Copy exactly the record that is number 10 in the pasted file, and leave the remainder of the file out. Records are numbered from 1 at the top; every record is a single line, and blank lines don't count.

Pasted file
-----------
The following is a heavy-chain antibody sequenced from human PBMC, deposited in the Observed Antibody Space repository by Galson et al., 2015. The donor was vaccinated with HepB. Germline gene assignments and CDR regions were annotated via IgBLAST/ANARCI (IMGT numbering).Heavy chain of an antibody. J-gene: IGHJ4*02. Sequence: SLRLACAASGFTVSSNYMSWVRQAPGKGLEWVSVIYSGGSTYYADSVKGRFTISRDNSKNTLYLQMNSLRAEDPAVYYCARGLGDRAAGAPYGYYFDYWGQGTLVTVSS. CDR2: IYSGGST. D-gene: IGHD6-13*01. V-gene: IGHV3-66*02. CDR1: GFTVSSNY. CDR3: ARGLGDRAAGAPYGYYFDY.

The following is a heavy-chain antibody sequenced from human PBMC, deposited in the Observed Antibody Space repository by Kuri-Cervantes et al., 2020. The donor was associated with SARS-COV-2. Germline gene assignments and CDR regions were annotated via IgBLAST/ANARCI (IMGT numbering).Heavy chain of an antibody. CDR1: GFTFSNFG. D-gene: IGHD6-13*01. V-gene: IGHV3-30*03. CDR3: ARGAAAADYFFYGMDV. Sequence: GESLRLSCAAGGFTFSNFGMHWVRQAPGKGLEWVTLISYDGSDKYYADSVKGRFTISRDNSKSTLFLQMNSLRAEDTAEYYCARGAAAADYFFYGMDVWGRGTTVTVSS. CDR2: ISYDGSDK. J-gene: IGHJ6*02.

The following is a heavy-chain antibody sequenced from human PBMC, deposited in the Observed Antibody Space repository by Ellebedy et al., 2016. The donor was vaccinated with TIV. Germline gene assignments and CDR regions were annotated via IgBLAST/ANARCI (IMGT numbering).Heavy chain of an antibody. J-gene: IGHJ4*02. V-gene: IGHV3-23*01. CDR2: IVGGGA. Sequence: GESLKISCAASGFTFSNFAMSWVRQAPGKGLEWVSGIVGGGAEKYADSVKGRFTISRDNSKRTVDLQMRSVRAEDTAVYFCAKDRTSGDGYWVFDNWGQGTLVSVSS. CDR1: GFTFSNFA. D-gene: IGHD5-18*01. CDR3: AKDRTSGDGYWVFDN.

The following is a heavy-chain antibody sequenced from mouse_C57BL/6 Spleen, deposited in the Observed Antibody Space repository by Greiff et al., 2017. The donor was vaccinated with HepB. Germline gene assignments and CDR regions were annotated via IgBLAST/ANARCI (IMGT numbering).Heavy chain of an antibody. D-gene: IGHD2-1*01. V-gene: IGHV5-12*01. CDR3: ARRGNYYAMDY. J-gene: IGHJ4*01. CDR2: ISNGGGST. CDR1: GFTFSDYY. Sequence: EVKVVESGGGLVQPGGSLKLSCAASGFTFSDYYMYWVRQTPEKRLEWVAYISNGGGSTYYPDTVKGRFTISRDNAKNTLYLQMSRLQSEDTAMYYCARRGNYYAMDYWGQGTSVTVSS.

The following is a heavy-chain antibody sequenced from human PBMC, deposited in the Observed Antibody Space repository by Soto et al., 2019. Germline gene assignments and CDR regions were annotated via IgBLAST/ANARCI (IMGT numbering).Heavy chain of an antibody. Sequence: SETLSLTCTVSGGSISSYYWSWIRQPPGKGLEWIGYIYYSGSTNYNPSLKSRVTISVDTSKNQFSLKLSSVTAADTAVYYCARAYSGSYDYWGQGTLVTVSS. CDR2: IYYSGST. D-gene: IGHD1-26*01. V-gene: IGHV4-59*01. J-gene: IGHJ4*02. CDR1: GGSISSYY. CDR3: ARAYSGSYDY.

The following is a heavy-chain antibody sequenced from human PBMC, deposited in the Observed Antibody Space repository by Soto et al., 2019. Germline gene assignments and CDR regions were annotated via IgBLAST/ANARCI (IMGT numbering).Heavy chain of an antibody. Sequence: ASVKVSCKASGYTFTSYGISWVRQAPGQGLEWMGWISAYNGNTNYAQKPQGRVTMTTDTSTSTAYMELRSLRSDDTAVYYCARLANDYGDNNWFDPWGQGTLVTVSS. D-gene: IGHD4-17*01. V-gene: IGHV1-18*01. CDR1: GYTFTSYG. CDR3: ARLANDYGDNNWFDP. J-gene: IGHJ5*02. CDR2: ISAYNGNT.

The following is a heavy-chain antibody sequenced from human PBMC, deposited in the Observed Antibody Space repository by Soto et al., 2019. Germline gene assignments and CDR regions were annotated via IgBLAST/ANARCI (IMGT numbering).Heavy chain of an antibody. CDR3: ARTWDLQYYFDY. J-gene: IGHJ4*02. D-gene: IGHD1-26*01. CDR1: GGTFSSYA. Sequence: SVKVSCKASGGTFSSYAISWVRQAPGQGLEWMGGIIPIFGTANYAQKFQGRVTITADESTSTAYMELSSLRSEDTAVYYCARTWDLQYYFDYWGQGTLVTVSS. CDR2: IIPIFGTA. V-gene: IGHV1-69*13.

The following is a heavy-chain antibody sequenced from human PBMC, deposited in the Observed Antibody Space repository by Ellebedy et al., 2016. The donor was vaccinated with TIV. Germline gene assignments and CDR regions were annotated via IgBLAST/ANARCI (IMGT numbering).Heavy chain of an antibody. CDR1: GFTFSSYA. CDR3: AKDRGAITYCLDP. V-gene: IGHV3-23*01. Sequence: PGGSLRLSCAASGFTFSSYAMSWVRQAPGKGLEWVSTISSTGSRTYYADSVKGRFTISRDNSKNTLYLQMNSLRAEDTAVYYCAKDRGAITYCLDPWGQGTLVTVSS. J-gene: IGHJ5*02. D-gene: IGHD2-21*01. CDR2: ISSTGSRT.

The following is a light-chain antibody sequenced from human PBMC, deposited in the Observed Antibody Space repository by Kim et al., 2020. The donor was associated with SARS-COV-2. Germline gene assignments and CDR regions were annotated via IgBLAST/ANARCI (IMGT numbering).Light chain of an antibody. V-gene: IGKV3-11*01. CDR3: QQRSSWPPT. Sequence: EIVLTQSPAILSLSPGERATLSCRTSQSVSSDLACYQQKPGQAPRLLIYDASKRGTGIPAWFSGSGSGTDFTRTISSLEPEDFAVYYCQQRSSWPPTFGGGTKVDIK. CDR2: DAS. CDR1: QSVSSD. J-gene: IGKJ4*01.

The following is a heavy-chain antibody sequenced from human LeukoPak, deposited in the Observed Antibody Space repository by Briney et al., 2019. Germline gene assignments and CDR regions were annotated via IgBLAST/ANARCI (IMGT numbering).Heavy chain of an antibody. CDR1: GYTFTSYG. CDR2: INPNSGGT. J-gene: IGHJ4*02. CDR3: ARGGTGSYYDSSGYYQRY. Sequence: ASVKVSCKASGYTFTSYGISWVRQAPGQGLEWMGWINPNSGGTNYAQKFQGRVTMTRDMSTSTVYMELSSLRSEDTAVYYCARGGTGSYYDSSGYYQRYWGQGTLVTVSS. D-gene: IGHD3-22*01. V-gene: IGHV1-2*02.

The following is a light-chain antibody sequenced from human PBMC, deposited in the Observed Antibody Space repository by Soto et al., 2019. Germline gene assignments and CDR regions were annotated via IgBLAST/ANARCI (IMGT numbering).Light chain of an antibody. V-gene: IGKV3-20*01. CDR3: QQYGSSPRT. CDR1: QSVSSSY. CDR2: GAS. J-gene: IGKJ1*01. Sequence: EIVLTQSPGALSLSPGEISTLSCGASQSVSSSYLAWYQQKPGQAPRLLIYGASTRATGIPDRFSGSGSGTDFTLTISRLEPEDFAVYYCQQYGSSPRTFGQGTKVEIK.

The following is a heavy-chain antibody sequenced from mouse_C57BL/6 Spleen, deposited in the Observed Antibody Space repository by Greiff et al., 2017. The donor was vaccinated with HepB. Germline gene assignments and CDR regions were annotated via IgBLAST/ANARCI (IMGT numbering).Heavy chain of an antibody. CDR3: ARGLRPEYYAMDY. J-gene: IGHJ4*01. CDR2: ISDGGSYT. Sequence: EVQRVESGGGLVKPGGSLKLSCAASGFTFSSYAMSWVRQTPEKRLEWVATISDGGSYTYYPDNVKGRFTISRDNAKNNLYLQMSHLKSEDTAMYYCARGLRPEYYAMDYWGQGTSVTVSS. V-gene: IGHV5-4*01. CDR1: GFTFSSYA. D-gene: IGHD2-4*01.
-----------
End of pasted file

The following is a heavy-chain antibody sequenced from human LeukoPak, deposited in the Observed Antibody Space repository by Briney et al., 2019. Germline gene assignments and CDR regions were annotated via IgBLAST/ANARCI (IMGT numbering).Heavy chain of an antibody. CDR1: GYTFTSYG. CDR2: INPNSGGT. J-gene: IGHJ4*02. CDR3: ARGGTGSYYDSSGYYQRY. Sequence: ASVKVSCKASGYTFTSYGISWVRQAPGQGLEWMGWINPNSGGTNYAQKFQGRVTMTRDMSTSTVYMELSSLRSEDTAVYYCARGGTGSYYDSSGYYQRYWGQGTLVTVSS. D-gene: IGHD3-22*01. V-gene: IGHV1-2*02.